Samford Athletics Innovating How Communications Teams Are Structured

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Samford

Leave it to the self-described “little guy” to be at the forefront of innovation.

This year, the athletic department at Samford University — a small, private co-ed institution based in Homewood, Alabama — is revolutionizing the organization and workflow for fellow Division-I collegiate sports information teams.

“We’re going to a one-SID (sports information director) model that you won’t find anywhere else, all with an emphasis on content and enabling our students and athletes to contribute to growing the brand,” said Kevin Young, associate athletics director for marketing and strategic communications.

Young is bullish on the change in strategy for the school, which holds a total enrollment of 5,471 and fields 17 NCAA Division I (FCS) varsity teams in the Southern Conference. This year, Samford’s main objective is to give fans, the teams, and athletes as much high-quality content as possible both for sharing and enjoying. Beyond that, the athletic department is making a concerted effort to build out a strong Bulldog brand standard by bringing more uniformity to the public relations, social media, marketing, and engagement efforts of all the school’s various teams.

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In doing away with the standard practice of typical Division I schools having each individual team responsible for its own communication and fan outreach, the one-SID model is “really about streamlining the process and workflow.”

“Traditionally, there will be a few people per sport per season. We’re breaking it up differently, playing to our communication and marketing team’s real strengths,” Young explained.

Instead of breaking it out by sport, Samford’s athletic department will be organizing its staff based on each individual’s unique abilities and strengths.

“Instead of having one person trying to do all the social media, writing, and designing for the softball team, and a different person doing the same for football, we are focusing on ‘OK, who’s a good writer? Who’s the good social media person? Designer? They’ll be in charge of their speciality for all Bulldog teams across the board,” Young said.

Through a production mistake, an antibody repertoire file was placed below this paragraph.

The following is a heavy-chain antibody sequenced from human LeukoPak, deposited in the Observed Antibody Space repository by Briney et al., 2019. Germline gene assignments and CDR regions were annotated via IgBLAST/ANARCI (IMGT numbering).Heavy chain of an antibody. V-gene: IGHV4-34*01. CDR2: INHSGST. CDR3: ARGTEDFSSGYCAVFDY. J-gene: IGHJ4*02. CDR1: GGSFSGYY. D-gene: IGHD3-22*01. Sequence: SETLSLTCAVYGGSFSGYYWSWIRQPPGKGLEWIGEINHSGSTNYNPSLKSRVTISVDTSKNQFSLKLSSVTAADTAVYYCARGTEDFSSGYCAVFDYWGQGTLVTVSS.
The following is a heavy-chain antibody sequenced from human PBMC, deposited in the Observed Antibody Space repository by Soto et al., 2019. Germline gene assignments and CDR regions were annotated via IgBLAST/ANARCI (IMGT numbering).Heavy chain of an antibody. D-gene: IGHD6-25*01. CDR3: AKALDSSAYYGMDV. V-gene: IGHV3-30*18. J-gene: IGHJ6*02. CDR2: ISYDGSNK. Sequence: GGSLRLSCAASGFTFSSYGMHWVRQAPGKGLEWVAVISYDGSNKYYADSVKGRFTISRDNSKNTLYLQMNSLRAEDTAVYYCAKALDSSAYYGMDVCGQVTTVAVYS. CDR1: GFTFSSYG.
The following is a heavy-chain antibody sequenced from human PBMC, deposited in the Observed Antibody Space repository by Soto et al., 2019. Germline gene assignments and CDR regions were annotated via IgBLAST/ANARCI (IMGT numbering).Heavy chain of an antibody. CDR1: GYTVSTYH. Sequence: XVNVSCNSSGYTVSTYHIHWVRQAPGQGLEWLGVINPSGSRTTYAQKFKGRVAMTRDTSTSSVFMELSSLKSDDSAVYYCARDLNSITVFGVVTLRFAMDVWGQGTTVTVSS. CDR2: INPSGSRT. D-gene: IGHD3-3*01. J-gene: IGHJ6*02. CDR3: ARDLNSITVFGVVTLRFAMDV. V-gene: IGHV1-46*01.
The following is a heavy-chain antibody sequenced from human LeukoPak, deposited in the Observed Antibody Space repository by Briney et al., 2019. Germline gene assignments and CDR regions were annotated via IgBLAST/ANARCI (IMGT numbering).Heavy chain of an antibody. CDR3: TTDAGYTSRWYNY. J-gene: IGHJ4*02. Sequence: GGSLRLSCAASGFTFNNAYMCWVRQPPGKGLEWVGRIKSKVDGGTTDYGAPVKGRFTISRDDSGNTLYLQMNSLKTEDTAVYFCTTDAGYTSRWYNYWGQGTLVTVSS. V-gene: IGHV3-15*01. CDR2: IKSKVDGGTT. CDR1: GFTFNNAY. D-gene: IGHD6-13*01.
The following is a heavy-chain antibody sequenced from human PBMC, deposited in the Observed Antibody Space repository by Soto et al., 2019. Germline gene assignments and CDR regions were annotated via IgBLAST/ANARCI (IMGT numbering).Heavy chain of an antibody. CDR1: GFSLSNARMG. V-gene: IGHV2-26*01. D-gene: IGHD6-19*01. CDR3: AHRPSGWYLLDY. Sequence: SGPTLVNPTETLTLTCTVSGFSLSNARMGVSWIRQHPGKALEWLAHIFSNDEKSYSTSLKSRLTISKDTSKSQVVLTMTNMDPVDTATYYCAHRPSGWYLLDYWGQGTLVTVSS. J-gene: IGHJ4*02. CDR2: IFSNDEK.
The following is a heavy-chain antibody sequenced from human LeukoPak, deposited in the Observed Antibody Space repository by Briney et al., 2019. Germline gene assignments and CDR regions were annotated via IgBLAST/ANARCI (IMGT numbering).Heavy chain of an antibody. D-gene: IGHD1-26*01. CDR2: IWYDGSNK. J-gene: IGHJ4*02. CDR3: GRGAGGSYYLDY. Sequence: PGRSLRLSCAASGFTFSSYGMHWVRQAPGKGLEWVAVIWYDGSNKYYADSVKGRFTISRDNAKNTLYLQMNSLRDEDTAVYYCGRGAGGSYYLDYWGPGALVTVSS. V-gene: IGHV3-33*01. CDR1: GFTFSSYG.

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Structuring the department in this new way should enable Samford Athletics’ communications and marketing to tap into and leverage their staff members’ skill-sets, which is likely to improve efficiency and effectiveness overall. Efforts like this are crucial for a smaller institution like Samford, as Young noted that schools like his don’t have nearly the same resources as some of the much larger collegiate programs.

“Being faced with a reduced budget; lowering staff numbers, we looked at the traditional model and saw that everybody would’ve been overwhelmed all year struggling to do things they aren’t necessarily good at,” Young noted. “So this year we’ll be doing it by specialty instead of by sport.”

That this isn’t done more frequently is actually somewhat astounding, and seems to be a much more efficient structure and effective strategy.

The athletic department will also be turning to its student body for support in a big way as well. Samford will also be using different programs to get high-quality Bulldog branded content in the hands of the different sports teams and athletes quickly. From there, the teams and players can share, thus amplifying the coverage.

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In addition, the creative team is also going to be including students with a particular affinity for sports, marketing, and communications in their efforts. “For many of our students, it’s a passion they have, and they’re all very talented, so now we’ll work to hone and develop that with real on-the-job training,” Young shared.

Including athletes and students themselves on a much higher level like this “should send Samford athletics’ engagement numbers through the roof,” as Young explained that “they — the students and athletes — really are our best brand ambassadors. They have their own followers, and a much stronger connection to the student body than any sport or team.”

Essentially, Young and his crew are capitalizing on the age-old, word-of-mouth strategy, only they’re using new technology to do it.

By making these change and improvements, Young and the Samford athletics department believe they’ll have a much stronger impact on the school’s recruiting. Demonstrating that they have the resources and dedication required to produce high-quality engaging content makes Samford a much more attractive place to play.

“Recruits will see high-quality content, and see that our student-athletes are effectively becoming their own brands because of our focus here at Samford to help student-athletes building their personal brands. It’s not just about Bulldog athletics, but also the student-athlete,” Young stated.

His prediction is that level of commitment combined with the resources to make it possible should lead to a higher level of recruit, which will lead to winning more games, which in turn leads to a continuously improving stream of better players coming to the university.

Harnessing technology and an innovative organizational strategy, Samford University shows it’s clearly dedicated to playing with the biggest of brands when it comes to marketing, communication, and program branding.